Madoff, UniCredit and Ireland’s regulatory silence


by David Malone{jcomments on}

Last week I wrote suggesting Unicredit might be in trouble because of debts coming to it from its Austrian subsidiary Bank Austria and its American subsidiaries Pioneer Global Asset Management and Vanderbilt Capital Advisers

Friday, Unicredit, Pioneer, Bank Austria and through them, Medici Bank, are all named as accused in the largest case to come out of the Madoff swindle.

Now this brings up a point which has been bothering me for the last couple of weeks. How is it, that I know that the Irish Financial regulator has on file certain information regarding the activities of UniCredit which would be of material interest to the Austrian financial regulator, and Austrian parliament, as well as to their Italian counterparts, and the New York lawyers led by Mr Picard, who filed the suit, and yet it seems none of them know?

Why has the Irish regulator, or the Irish Minister of Finance, not seen fit to tell his European regulatory partners highly relevant information, despite the fact that European law makes it their duty to do so? Why does the Austrian parliament not know what I do, regarding a matter which has now embroiled the owners of the largest bank in Austria?

You might argue that I can’t possibly know what the Austrian parliament does and does not know. And yet silly as it is, in this case I do know. Just as I also happen to have talked to a retired executive of one of the largest, collapsed and now-nationalised, European banks; this person has detailed and disturbing knowledge pertaining to the how the bank was taken over, how it operated both in Ireland and in New York, and why it collapsed. Now, although it is a matter of public record that the Security and Exchange Commission visited Dublin while investigating the activities of the collapsed bank which were under their juristriction, this executive has never been contacted. Neither the Irish regulator, nor the SEC, bothered to contact him. Why not?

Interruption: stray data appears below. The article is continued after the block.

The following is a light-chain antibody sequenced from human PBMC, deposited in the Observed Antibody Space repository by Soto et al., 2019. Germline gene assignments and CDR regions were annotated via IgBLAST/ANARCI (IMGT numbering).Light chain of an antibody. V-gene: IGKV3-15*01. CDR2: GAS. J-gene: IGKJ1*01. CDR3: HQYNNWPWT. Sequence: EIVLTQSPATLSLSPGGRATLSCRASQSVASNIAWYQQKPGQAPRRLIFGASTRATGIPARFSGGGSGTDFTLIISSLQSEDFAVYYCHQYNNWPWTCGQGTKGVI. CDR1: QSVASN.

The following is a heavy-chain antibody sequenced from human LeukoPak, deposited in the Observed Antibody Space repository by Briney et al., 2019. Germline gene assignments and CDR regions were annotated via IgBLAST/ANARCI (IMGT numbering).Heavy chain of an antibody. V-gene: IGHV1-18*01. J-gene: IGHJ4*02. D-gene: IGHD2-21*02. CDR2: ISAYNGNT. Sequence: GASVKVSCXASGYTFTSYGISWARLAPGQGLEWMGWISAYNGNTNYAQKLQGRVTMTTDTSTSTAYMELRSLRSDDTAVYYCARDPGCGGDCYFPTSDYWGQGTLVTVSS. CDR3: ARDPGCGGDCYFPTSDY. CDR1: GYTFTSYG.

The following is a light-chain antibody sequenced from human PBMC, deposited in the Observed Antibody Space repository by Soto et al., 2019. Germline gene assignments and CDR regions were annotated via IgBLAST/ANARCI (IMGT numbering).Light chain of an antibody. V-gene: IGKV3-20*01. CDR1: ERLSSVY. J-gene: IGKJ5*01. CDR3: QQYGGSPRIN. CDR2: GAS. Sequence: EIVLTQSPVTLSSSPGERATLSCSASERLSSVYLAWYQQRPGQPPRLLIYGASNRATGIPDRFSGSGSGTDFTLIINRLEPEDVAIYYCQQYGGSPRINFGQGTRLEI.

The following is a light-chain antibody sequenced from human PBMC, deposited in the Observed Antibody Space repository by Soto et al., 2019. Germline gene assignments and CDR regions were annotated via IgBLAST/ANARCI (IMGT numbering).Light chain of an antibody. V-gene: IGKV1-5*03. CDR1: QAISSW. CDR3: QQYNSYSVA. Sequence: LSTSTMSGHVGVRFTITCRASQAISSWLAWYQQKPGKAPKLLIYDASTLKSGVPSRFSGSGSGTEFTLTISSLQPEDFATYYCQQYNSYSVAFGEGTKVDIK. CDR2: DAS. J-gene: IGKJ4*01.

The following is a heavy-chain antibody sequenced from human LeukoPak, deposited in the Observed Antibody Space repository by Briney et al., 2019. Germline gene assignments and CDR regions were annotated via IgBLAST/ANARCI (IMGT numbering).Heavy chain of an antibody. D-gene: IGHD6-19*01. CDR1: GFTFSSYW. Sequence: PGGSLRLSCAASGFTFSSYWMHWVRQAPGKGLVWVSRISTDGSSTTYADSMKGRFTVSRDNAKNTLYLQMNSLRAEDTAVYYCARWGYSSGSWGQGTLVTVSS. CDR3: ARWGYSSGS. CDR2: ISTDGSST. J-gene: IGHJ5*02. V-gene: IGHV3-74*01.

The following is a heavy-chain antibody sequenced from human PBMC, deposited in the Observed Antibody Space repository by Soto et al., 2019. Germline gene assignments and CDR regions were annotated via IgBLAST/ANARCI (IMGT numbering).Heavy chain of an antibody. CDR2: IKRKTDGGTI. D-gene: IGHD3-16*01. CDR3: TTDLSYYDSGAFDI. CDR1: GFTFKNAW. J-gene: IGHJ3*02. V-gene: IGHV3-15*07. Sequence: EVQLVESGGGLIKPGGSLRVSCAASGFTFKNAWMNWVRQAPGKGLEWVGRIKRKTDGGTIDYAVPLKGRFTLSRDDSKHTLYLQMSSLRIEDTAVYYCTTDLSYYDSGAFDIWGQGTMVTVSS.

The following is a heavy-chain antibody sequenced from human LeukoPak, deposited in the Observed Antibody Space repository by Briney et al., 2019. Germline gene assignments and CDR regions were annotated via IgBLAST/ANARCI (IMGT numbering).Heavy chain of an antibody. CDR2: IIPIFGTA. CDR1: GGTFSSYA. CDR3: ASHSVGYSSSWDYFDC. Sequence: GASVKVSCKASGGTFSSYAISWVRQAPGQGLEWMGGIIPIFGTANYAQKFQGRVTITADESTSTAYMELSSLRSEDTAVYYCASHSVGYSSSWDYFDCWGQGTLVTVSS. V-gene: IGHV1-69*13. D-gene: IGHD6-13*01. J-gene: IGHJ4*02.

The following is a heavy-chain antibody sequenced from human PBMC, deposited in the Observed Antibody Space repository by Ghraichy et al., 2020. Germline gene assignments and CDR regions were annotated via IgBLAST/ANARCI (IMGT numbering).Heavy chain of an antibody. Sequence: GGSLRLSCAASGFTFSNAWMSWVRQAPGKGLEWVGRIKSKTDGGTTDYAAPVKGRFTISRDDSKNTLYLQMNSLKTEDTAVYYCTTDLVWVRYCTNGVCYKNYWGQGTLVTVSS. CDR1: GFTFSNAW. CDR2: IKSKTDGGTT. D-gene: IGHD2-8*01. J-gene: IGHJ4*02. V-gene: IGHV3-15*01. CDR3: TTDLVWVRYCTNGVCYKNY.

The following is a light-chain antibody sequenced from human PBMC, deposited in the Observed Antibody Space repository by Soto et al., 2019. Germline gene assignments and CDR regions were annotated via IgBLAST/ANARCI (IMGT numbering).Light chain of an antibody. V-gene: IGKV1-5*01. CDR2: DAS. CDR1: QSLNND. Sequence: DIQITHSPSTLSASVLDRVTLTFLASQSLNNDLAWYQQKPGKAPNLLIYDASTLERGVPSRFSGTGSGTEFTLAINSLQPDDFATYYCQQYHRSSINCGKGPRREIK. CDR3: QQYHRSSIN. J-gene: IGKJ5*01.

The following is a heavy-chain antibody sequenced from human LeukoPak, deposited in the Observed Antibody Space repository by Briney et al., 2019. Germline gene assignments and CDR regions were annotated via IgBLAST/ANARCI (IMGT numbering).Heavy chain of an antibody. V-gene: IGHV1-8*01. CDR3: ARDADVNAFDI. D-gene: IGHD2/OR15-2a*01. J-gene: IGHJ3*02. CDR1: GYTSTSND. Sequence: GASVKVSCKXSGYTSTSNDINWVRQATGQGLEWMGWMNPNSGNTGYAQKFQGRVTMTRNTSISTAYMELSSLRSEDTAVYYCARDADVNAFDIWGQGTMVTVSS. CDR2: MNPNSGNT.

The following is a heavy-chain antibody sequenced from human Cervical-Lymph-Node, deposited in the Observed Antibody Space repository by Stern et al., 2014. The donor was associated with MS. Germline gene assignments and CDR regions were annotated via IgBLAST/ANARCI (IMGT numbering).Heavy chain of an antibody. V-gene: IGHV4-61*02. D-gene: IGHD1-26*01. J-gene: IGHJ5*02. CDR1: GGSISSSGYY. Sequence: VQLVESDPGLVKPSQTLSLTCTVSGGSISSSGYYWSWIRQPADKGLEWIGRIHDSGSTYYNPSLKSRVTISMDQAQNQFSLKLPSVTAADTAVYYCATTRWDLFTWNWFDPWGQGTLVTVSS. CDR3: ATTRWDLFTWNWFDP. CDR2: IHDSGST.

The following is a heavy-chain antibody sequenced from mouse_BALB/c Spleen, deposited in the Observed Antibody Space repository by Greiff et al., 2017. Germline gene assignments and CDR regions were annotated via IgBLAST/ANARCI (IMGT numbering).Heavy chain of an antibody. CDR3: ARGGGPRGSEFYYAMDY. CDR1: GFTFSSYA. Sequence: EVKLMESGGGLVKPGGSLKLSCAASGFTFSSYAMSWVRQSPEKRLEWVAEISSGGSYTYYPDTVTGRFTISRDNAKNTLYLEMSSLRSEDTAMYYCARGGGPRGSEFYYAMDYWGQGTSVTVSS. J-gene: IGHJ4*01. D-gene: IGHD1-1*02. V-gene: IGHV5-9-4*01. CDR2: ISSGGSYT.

I wonder if it is time for ordinary people to start pressing via both their elected representatives and Freedom of information requests, for what is known to the Regulators to be brought in to the light of day instead of being hidden away behind the greasy shroud of Corporate confidentiality.

I am not so naive as to expect any of the information the regulators have, and have so far kept secret, will be made available, but I do think it begins to prepare the grounds for taking the regulators, in person, to court, for dereliction of duty at some time in the future.  I think it is important to make it clear to the Regulators that if they have failed to serve the interest of the public and have instead chosen to protect the banks, that they should start now to fear for their personal future.

To this end I wonder if one of the last honest politicians in Ireland, Senator Norris, might take it upon himself to ask the regulator what he knows and what he has conveyed to other European regulators. For if the answer  comes back, ‘nothing’ because there is nothing to tell, then I suggest that that regulator might become the first to answer to the public in court, after an election which might just remove those who are protecting the banks in preference to their own people and nation.

What we have now is a conspiracy of silence where every nation’s regulator is keeping silent about facts known to them because they think it will protect ‘their banks’ from harm. Their logic is that the banks are too important to be allowed to come to any harm, even if that means putting them above the laws meant to regulate them.  In this case the Irish regulators know facts about UniCredit which would be helpful to Mr Picard in his case against Unicredit and the others and possibly important to the Austrians as well.

I would be willing to bet that the Austrian and Italian regulators might be aware of facts pertaining to both Bank Medici and Anglo Irish Bank’s Austrian subsidiary, which the Irish people, if not their banks, would very much like to know. Each regulator is protecting its banks.  Each would very much like to know what the other knows. We, the people, would like to know what they all know. And the banks and their political friends have so far made sure that none of us know anything.

But the situation may be changing of its own accord. What happens when, as in Mr Picard’s Madoff case, one country might seek to deflect blame and even culpability from an important bank in its country to the regulator and banks in another country? In this case a political party in Austria might seek to find the evidence to put the blame upon UniCredit and the Italian regulator or even the Irish regulator for failure to do his duty.

I wonder if this is a new phase of the bank fraud crisis, where the rats start to turn on each other. If so we should all do what we can to help them. There is nothing to stop us coordinating Freedom of Information requests in our various countries to find out what is known about the same banks.  At the very, least it might raise the political and legal temperature surrounding the banks in question.

This article is reproduced with thanks to David Malone. He is the author of the book Debt Generation. You can read and listen to excerpts from his book here: